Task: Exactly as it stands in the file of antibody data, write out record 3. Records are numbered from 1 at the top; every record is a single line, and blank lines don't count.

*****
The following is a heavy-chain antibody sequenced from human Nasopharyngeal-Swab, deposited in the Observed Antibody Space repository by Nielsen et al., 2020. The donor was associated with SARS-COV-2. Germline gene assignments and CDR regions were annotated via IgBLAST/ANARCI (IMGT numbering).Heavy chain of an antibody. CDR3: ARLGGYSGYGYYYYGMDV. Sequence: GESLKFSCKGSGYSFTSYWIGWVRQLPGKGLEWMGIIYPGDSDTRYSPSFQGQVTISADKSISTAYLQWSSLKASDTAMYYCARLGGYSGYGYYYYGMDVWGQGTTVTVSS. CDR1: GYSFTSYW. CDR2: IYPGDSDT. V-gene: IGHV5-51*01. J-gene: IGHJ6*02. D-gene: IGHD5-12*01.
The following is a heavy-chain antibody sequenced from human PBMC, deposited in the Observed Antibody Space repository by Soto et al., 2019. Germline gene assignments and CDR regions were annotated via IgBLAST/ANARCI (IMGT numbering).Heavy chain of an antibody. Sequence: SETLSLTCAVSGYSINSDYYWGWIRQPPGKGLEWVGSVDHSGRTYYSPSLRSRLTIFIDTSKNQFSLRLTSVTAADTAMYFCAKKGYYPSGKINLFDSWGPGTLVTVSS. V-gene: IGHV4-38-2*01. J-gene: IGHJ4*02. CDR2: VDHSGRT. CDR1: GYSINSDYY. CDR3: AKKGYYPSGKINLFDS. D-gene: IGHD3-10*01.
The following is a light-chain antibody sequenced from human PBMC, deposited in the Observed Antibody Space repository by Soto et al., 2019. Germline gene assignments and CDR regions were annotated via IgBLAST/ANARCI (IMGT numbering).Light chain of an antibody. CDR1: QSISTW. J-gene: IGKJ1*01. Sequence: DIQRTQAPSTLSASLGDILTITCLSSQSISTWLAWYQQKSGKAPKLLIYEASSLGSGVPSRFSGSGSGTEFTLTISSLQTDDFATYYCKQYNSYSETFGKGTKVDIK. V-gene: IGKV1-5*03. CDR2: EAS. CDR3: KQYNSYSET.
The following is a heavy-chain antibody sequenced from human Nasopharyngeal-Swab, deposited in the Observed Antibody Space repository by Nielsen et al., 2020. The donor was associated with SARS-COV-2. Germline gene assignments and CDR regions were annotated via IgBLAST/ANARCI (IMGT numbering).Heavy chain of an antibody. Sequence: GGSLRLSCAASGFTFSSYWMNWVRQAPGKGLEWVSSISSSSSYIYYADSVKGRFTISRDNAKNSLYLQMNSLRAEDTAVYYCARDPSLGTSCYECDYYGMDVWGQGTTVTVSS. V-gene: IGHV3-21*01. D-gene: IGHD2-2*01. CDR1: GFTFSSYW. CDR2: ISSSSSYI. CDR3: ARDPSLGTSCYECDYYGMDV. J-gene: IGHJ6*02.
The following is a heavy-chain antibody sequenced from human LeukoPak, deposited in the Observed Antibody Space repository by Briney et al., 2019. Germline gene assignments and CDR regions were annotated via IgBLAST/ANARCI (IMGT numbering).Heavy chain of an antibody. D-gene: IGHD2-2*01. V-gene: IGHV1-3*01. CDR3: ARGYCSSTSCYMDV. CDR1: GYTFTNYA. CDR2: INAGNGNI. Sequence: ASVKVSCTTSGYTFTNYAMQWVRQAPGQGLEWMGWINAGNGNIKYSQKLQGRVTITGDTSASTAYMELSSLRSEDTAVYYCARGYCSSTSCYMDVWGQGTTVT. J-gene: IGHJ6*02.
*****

The following is a light-chain antibody sequenced from human PBMC, deposited in the Observed Antibody Space repository by Soto et al., 2019. Germline gene assignments and CDR regions were annotated via IgBLAST/ANARCI (IMGT numbering).Light chain of an antibody. CDR1: QSISTW. J-gene: IGKJ1*01. Sequence: DIQRTQAPSTLSASLGDILTITCLSSQSISTWLAWYQQKSGKAPKLLIYEASSLGSGVPSRFSGSGSGTEFTLTISSLQTDDFATYYCKQYNSYSETFGKGTKVDIK. V-gene: IGKV1-5*03. CDR2: EAS. CDR3: KQYNSYSET.